Visitors Guide to
Cuivre River State Park
678 State Route 147
Troy, MO

Accessible Parking Accessible Picnic Facilities Accessible Interpretive Exhibits Hiking Trails Scenic Views Wildlife Viewing Horseback Riding Trails Fishing Boat Ramp Accessible Camping Swimming Accessible Restrooms

About 500,000 years ago during a stage of the Pleistocene Ice Age, a continental glacier of depths ranging from 1 to 2 miles thick covered most of northern Missouri. The great pressures caused by the glacier created the gentle rolling hills predominate north of the Missouri River. The Lincoln Hills of northeastern Missouri were not as affected as much leaving a rugged landscape with forested hills that more closely resembles the Ozarks. Located at the southern end of the Lincoln Hills near Troy in Lincoln County is Cuivre (pronounced "quiver") River State Park. The park is one of Missouri's largest and most rugged parks with 6,394 acres of upland woods, riparian forests, limestone glades, tall grass prairie, savannas, and bluffs. These diverse habitats allow the park to support a vast array of native plant and animal life.  

Land in the Cuivre River area was acquired in the early 1930s for use as a federal recreation demonstration area. Local businessmen and civic leaders who wanted to bring a conservation project and jobs to the area convinced the National Park Service and the Civilian Conservation Corps to work on projects on the property. From 1936 to 1942 members of CCC Co. 3771 began building roads, small bridges, a rock picnic shelter, and several group camps. Many of these structures are still in use and have been placed on the National Register of Historic Places. In 1946 the property was transferred to Missouri's state park system.

Cuivre River State Park offers its visitors a wide range of activities. A staffed Visitor Center is located at the entrance to the park and includes interactive exhibits (photo left) on the area's geology, wildlife, and how the park was formed. Cuivre River State Park offers basic, electric and electric, water and sewer campsites, an equestrian campground, and a special-use camping area. Three group camps constructed during the CCC era are available for group rental and include cabins, a dining lodge and recreation areas. Lake Lincoln, a 55-acre reservoir built in 1965 (photo right,) is located near the campground and features a swimming beach and a boat ramp for non-motorized boats. The 55-acre lake is stocked with largemouth bass, sunfish, and channel catfish. Three picnic areas, including a historic CCC rock picnic shelter, are located throughout the park. From May through September park naturalists conduct nature hikes, a variety of interpretive programs, and evening programs at the campground amphitheater.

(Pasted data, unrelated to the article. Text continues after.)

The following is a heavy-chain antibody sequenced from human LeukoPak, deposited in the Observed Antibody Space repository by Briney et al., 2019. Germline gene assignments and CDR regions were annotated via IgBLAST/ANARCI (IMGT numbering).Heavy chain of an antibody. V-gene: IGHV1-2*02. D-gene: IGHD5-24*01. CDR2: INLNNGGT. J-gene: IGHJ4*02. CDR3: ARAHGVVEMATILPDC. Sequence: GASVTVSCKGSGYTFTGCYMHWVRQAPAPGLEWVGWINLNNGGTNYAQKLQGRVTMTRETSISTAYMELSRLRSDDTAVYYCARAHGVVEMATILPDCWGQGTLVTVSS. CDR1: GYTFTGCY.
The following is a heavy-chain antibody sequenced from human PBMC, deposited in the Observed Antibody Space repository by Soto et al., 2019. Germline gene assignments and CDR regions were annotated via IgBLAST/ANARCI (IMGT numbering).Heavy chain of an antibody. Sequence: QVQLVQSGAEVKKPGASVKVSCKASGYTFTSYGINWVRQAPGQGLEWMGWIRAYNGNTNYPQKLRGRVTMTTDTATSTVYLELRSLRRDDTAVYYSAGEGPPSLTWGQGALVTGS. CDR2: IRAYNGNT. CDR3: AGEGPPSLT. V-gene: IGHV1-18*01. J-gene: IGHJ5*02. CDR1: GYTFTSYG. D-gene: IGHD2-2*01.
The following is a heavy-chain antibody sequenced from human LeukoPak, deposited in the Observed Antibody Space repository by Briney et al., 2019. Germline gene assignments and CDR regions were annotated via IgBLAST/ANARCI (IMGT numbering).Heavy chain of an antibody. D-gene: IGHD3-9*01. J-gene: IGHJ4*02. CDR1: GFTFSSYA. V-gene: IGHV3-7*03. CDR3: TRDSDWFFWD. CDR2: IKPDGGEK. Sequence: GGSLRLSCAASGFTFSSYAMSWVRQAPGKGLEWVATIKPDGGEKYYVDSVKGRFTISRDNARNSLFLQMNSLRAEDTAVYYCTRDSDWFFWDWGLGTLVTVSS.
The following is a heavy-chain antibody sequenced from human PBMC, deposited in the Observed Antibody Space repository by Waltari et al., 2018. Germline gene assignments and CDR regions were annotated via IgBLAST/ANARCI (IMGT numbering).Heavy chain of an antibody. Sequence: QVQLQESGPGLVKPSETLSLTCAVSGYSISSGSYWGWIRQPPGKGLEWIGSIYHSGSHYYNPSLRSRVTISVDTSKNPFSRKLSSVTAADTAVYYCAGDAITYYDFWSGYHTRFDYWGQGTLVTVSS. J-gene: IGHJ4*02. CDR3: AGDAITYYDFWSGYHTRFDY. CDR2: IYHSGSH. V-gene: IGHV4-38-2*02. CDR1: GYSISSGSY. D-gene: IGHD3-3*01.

The park has two wild areas and three natural areas that provide hiking, backpacking, photography, and wildlife observation opportunities. Habitats in these areas feature native prairie (photo left,) sinkhole ponds, and woodlands. Big Sugar Creek is one of the finest undisturbed streams left in northeastern Missouri. This creek, which resembles an Ozark streams, runs through a bottomland forest of sycamore, bur oak, black walnut and hackberry and is home to several species of fish rarely found in northern Missouri. Cuivre River State Park has an extensive trail system, consisting of 18 miles of trails open to equestrian use and 20 miles of hiking-only trails.
Visiting Cuivre River State Park
Visiting Hours:
          Day-use areas are open daily from 6 am to 10 pm, beach closes at 8 pm.
          Visitor center and park office hours vary depending on season and day of week.
               Check the official site for details.
There is no charge to visit Cuivre River State Park.

Directions: Cuivre River State Park is located off of MO-47 3 miles east of Troy off of US 61 or 10 1/2 miles west of Winfield Missouri off of MO-79 (the Great River Road.)

GPS Coordinates
N  39  00.417
W 90  55.511

Learn more about the Troy, Moscow Mills, and Elsberry areas. - Official site of the Cuivre River State Park provided by the Missouri Department of Natural Resources.
Hiking at Cuivre River State Park
Big Sugar Creek Trail
3.75 miles
This trail is rated Moderately Strenuous  This trail traverses the northern part of the Big Sugar Creek Wild Area and the Lincoln Hills Natural Area, crossing two small tributary valleys of Big Sugar Creek. From “keyhole bluff’ along the southwest portion of the trail, you can look down on a section of the Ozark-like Big Sugar Creek. The northern part of the trail goes through open woodland, which is being restored to its original character by the use of prescribed burns.
Lakeside Trail